Clare Third, from Ruddington near Nottingham, is not the first member of her family to have lived in York. In 1945, her grandfather John Ramsden was stationed in Heslington Hall, now part of the University, as part of post-World War II RAF planning.
Working as part of the reserve command after the war, John recently visited York and was proud to see his granddaughter graduate with a BA in History (2:1) on 16 July.
Clare (22) says: “My Grandpa has often spoken about his time at Heslington Hall, and is often nostalgic about his time here. It meant a lot to him to go and visit the hall recently, and to spend some time around York together. I have often been proud to study here, knowing that it holds such strong sentimental connections for my Grandpa. Whenever I have passed Heslington Hall I've thought of him as a young man there, and felt glad that I had an opportunity to be young here as well. My Grandpa is passionate about history, and I have been able to take everything I've learnt and discuss it with him by the fire at his home in Derbyshire.”
John, 87, adds: “It is a very happy occasion. I’m very proud to see Clare come through the University, because it brought back memories about what Heslington and the village around it was like before the University came.
“When the war ended in 1945 on VE day, the number 4 bomber group was disbanded, and I came in with a small number of RAF men to set up the Reserve Command. We were tasked with building up the peace structure of the RAF for long term servicemen in peacetime, and getting older men back into university whose education had been disrupted by the war. We consulted them and found out what universities/jobs we could get them into, and tried to get them back into civilian life. Heslington Hall at that time was group headquarters, and covered all the aerodromes in the North of England. After I was there, I was moved to Headquarters at White Waltham and became Deputy Command Education Officer.”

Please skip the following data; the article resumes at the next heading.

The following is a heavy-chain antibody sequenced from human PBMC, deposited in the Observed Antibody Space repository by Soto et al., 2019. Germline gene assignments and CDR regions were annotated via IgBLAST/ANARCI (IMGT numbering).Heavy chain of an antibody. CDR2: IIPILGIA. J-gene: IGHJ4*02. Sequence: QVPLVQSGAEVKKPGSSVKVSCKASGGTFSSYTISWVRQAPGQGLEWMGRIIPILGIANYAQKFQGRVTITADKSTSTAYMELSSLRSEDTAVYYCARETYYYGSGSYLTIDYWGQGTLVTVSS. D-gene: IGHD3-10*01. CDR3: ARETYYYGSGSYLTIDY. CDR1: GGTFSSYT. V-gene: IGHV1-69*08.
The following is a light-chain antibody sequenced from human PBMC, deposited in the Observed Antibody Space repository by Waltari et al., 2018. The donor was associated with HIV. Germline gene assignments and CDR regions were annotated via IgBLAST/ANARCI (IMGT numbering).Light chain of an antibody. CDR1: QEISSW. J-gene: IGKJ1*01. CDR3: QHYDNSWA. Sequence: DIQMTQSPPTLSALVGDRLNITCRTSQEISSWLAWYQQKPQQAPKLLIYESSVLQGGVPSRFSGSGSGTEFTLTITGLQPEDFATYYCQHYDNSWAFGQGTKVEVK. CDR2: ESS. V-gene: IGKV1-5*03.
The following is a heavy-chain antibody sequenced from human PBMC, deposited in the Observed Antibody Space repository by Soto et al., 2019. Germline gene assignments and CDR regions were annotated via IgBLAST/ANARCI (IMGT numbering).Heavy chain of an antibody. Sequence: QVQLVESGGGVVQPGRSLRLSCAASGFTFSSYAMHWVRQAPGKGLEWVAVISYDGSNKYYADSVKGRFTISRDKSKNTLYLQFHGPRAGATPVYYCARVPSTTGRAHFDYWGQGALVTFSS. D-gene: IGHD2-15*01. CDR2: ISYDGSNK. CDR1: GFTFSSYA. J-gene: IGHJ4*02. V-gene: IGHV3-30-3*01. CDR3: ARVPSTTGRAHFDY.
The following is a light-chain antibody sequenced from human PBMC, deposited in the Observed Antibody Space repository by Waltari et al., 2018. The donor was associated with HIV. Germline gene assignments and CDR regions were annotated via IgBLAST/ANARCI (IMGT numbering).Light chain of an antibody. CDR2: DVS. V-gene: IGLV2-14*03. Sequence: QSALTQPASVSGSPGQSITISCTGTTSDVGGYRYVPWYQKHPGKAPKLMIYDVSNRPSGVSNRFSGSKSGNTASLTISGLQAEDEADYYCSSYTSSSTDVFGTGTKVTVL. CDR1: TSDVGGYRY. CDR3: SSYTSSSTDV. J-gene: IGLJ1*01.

As for Clare’s experience at York, she describes it as “Incredible… York has been an amazing place to live, and I have felt privileged to spend three years here. I have made lifelong friends, and will really miss the community atmosphere. Studying History in such a historic place has made the subject come alive in many ways during my degree, and being a part of the Department of History has also been a huge highlight of my time here.
“Highlights have been: watching the sunrise on Clifford's Tower, being Events Manager for the International Development Society, all the time spent laughing and despairing in the library with other History students, spending the day with two friends eating our way from one end of the 'Taste Yorkshire' festival to the other (we ate at 25 stalls!), finally getting up the courage to play my guitar and sing at acoustic gigs in front of encouraging friends, working as a receptionist for the University gyms and taking up Squash, playing rounders in the summer, and dodging angry geese.”
Clare will now spend the summer travelling through the USA before returning to the UK in September to study for an MSc in Conflict, Violence and Development at the School of Oriental and African Studies (SOAS) in London. In the future she hopes to work in international development, specifically in disaster management and peacekeeping in conflict zones. Clare says: “Thank goodness there are good train connections from London back to York!”